A slightly retro photo demonstrating the attack position.
Ok so it’s not much of a secret to those of us who have been riding for a while however once the trail gets a bit rough I have seen many an experienced rider go rigid and hug the saddle (usually just before they get a face full of dirt). This is why, no matter how long you have been riding, it’s always good to go back to basics every now and then.
When talking about body position during the article, it is in a mountain bike cross country context however the fundamentals will make you a more confident rider in any discipline you ride. So even if you only ride on the drops and never see any dirt read on, it might just get you a bit quicker on the road.
Your default position on the bike should be the attack position. This will allow the bike to move under you whilst giving you a stable platform to ride across whatever terrain you may encounter and is the difference between a passenger and a rider!
The Attack Position Dissected:
Blue: Look Ahead!
This is possibly the most important thing to remember when riding your bike.
By looking two bike lengths ahead it will give you the chance to react to obstacles and ensure you’re in the right gear selection. Remeber look at the trail or road NOT the obstacle! In most cases your bike will go in the direction you look. If you look at the big rock that’s where your heading.
Green: Use Your Bodies Suspension!
The joy of the Attack Position is that it gives you control of the bike whilst also allowing it to move underneath you. You want your arms and legs to be almost straight with just a very slight bend in them (this will stop you from locking your arms and legs out which is like turning your suspension off). Now when you hit those drops and obstacles your body will soak up that initial hit meaning you can hit them faster whilst staying in control.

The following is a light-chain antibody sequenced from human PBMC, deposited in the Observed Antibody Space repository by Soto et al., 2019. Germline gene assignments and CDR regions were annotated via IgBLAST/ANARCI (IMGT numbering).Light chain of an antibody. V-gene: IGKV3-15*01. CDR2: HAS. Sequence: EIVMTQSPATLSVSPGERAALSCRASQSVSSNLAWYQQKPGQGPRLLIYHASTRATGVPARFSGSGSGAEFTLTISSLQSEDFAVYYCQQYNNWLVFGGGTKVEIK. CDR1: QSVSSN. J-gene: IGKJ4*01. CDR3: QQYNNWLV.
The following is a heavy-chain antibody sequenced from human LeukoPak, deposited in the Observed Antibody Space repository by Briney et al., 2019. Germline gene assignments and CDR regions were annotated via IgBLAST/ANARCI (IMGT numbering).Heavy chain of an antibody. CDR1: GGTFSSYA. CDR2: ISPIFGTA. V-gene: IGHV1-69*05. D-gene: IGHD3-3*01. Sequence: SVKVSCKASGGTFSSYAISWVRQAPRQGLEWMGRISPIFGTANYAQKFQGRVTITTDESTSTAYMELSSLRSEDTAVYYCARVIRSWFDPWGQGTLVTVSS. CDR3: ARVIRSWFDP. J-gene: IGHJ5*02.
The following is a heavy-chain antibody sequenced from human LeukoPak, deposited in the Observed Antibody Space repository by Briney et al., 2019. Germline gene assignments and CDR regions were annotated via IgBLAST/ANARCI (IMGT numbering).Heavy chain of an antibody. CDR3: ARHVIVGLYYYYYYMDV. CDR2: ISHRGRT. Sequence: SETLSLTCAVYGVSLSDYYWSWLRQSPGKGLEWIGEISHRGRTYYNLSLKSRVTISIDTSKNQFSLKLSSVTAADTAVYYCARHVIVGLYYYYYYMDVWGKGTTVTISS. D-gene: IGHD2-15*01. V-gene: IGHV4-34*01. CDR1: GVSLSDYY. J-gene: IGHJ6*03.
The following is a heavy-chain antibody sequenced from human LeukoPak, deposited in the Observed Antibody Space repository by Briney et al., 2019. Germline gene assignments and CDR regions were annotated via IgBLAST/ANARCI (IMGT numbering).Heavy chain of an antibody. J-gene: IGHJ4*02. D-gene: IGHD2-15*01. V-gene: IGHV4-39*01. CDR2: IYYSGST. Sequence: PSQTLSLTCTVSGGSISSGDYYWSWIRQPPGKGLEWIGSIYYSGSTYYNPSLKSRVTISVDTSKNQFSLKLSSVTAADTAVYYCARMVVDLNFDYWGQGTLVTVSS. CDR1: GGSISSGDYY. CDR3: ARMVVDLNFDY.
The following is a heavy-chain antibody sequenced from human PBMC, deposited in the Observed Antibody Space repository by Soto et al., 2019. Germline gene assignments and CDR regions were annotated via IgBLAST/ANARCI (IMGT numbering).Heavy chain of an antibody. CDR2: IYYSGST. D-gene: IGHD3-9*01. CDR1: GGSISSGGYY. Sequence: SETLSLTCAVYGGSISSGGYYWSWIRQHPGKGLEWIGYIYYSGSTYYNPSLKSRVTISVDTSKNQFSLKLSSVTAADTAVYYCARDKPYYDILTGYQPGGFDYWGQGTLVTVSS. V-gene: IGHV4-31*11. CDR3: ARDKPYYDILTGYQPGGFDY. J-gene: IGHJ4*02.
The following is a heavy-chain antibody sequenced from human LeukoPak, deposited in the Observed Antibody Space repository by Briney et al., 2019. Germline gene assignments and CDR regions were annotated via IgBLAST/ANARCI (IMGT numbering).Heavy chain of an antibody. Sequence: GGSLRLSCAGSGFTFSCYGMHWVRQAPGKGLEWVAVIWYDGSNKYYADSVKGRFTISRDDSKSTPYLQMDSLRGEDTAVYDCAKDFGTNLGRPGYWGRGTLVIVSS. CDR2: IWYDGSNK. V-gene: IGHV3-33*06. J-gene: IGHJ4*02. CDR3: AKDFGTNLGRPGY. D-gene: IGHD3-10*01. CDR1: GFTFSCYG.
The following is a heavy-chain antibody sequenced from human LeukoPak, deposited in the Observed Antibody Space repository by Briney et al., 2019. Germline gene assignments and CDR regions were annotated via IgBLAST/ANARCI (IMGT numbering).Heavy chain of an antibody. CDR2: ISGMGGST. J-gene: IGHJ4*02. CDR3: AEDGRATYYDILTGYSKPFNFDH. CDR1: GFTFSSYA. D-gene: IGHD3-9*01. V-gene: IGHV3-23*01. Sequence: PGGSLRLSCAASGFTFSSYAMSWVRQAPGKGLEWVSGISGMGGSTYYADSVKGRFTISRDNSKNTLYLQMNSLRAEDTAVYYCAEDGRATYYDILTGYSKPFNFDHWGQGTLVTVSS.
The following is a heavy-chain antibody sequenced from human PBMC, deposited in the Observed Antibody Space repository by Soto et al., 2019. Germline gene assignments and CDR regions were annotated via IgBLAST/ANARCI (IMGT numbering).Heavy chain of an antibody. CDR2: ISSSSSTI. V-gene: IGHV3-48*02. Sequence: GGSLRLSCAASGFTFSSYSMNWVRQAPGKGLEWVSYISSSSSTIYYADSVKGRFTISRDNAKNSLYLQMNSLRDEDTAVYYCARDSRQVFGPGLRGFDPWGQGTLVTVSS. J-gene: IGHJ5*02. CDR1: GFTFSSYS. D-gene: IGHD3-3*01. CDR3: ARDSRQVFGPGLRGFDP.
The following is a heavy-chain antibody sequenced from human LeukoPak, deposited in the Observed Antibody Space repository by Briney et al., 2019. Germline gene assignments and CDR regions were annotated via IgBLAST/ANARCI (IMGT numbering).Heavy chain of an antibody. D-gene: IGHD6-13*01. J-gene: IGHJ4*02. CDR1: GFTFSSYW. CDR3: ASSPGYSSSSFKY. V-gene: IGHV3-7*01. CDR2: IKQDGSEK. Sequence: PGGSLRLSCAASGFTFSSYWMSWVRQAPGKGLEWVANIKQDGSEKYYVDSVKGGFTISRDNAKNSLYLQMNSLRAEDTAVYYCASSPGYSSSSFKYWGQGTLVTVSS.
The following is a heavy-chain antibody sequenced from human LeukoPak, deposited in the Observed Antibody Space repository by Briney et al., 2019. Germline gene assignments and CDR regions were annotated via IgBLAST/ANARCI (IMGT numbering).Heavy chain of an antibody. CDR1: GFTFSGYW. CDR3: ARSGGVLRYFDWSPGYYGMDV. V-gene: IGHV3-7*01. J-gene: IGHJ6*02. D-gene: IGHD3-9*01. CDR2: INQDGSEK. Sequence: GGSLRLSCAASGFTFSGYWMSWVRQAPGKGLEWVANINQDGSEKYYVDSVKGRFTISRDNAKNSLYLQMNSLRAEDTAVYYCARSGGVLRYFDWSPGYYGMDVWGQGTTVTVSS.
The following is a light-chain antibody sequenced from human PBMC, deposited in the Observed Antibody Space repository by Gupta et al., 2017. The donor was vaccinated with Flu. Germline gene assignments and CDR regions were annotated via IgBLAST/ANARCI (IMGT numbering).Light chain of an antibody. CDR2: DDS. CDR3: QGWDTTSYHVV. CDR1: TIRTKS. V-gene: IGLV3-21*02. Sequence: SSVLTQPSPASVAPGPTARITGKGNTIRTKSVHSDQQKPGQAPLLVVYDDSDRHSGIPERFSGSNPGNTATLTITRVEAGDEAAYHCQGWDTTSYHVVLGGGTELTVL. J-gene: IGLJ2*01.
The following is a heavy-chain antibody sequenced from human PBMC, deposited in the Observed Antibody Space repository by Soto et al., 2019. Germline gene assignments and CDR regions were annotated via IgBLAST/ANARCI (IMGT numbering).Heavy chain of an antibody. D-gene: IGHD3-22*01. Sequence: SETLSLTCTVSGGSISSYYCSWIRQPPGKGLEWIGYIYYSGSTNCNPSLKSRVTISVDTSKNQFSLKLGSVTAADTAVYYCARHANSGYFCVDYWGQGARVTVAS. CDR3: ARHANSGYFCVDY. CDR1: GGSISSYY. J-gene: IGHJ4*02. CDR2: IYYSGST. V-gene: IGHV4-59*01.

On the subject of legs, it is important to note that you should not hug the saddle with your legs. This will throw you off balance if your bike slides or bumps off course. Instead keep a gap so that the bike can move underneath you.
Orange: Distribution of Body Weight!
Try and keep your body weight over the bottom bracket. By keeping your body weight centred it will provide you with grip on both the front and rear end of the bike. When it comes to moving around on the bike pivot from the hips to shift weight back for steep descents and to unweight the front end. once you have ridden an obstacle return to the attack position!
There you have it, a very brief over view of an essential bike handling skill. By becoming familiar with the attack position any rider can progress to more advance bike handling skills.
So all that is left to say is go ride, enjoy and practice!
Hopefully this blog helped remind you of your cycling basics or taught you a few tricks for smoother riding however if you want a bit more information on the subject or some cycling coaching then please feel free to contact us at firstname.lastname@example.org!!
I'm busy working on my blog posts. Watch this space!